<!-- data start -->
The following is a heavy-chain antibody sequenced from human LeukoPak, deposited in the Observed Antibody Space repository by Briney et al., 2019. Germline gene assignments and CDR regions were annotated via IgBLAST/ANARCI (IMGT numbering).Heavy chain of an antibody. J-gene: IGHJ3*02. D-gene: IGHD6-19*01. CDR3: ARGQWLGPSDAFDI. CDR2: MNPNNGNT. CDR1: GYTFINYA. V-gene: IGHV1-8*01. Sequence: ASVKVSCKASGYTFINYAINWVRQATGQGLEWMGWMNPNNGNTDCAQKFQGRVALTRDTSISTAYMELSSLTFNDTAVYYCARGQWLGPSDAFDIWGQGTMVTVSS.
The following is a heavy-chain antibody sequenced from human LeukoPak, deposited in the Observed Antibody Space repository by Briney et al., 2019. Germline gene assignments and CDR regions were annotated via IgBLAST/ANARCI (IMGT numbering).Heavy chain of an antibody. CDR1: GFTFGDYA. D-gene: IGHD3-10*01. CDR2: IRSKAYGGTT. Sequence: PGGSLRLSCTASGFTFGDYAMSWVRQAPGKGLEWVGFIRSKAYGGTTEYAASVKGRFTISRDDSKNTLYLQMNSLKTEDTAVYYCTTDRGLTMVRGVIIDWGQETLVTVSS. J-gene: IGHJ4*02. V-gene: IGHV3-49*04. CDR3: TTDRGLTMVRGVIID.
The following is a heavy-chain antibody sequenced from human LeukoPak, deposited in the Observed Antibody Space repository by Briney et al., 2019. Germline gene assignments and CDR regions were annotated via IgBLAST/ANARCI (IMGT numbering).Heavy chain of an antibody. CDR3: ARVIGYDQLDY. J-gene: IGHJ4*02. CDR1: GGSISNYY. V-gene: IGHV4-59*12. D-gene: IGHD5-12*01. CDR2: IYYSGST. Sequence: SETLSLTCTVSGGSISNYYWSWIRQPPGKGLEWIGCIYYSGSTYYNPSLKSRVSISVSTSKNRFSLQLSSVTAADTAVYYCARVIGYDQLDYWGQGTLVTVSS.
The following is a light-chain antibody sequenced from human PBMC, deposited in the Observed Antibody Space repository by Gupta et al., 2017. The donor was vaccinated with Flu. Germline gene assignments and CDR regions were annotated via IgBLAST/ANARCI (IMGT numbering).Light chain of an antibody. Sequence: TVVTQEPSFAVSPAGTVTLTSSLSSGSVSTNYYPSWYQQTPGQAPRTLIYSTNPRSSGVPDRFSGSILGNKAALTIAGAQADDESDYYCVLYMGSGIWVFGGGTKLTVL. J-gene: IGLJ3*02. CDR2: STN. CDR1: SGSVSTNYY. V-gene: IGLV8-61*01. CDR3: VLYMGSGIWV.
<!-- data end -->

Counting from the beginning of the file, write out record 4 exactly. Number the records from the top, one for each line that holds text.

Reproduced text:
The following is a light-chain antibody sequenced from human PBMC, deposited in the Observed Antibody Space repository by Gupta et al., 2017. The donor was vaccinated with Flu. Germline gene assignments and CDR regions were annotated via IgBLAST/ANARCI (IMGT numbering).Light chain of an antibody. Sequence: TVVTQEPSFAVSPAGTVTLTSSLSSGSVSTNYYPSWYQQTPGQAPRTLIYSTNPRSSGVPDRFSGSILGNKAALTIAGAQADDESDYYCVLYMGSGIWVFGGGTKLTVL. J-gene: IGLJ3*02. CDR2: STN. CDR1: SGSVSTNYY. V-gene: IGLV8-61*01. CDR3: VLYMGSGIWV.